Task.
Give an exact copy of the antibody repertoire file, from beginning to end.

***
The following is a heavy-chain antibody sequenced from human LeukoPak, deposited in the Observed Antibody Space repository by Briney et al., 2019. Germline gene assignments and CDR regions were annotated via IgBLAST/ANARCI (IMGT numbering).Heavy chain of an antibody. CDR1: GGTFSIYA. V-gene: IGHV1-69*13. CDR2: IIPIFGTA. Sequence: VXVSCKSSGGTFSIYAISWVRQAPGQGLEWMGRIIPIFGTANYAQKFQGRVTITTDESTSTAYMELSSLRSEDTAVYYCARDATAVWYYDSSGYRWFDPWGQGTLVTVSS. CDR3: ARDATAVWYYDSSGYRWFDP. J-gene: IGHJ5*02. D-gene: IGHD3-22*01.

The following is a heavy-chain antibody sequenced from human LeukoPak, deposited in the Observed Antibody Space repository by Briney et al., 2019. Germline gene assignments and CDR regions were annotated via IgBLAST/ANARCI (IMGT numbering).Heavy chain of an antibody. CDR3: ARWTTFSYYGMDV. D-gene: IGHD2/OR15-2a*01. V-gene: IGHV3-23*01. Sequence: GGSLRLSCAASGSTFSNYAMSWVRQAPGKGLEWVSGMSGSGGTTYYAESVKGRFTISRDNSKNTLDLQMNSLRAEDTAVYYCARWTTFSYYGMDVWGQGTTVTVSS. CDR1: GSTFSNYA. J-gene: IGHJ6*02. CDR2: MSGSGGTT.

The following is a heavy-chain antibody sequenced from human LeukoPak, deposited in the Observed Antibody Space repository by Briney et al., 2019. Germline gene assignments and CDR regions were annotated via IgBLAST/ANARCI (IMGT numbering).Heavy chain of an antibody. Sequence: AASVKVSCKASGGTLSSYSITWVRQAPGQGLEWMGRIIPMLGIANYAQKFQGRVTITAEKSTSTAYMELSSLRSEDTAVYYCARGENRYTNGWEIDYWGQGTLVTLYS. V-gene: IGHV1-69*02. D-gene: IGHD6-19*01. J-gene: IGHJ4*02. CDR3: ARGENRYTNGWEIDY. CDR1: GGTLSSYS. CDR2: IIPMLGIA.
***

The following is a heavy-chain antibody sequenced from human LeukoPak, deposited in the Observed Antibody Space repository by Briney et al., 2019. Germline gene assignments and CDR regions were annotated via IgBLAST/ANARCI (IMGT numbering).Heavy chain of an antibody. CDR1: GGTFSIYA. V-gene: IGHV1-69*13. CDR2: IIPIFGTA. Sequence: VXVSCKSSGGTFSIYAISWVRQAPGQGLEWMGRIIPIFGTANYAQKFQGRVTITTDESTSTAYMELSSLRSEDTAVYYCARDATAVWYYDSSGYRWFDPWGQGTLVTVSS. CDR3: ARDATAVWYYDSSGYRWFDP. J-gene: IGHJ5*02. D-gene: IGHD3-22*01.

The following is a heavy-chain antibody sequenced from human LeukoPak, deposited in the Observed Antibody Space repository by Briney et al., 2019. Germline gene assignments and CDR regions were annotated via IgBLAST/ANARCI (IMGT numbering).Heavy chain of an antibody. CDR3: ARWTTFSYYGMDV. D-gene: IGHD2/OR15-2a*01. V-gene: IGHV3-23*01. Sequence: GGSLRLSCAASGSTFSNYAMSWVRQAPGKGLEWVSGMSGSGGTTYYAESVKGRFTISRDNSKNTLDLQMNSLRAEDTAVYYCARWTTFSYYGMDVWGQGTTVTVSS. CDR1: GSTFSNYA. J-gene: IGHJ6*02. CDR2: MSGSGGTT.

The following is a heavy-chain antibody sequenced from human LeukoPak, deposited in the Observed Antibody Space repository by Briney et al., 2019. Germline gene assignments and CDR regions were annotated via IgBLAST/ANARCI (IMGT numbering).Heavy chain of an antibody. Sequence: AASVKVSCKASGGTLSSYSITWVRQAPGQGLEWMGRIIPMLGIANYAQKFQGRVTITAEKSTSTAYMELSSLRSEDTAVYYCARGENRYTNGWEIDYWGQGTLVTLYS. V-gene: IGHV1-69*02. D-gene: IGHD6-19*01. J-gene: IGHJ4*02. CDR3: ARGENRYTNGWEIDY. CDR1: GGTLSSYS. CDR2: IIPMLGIA.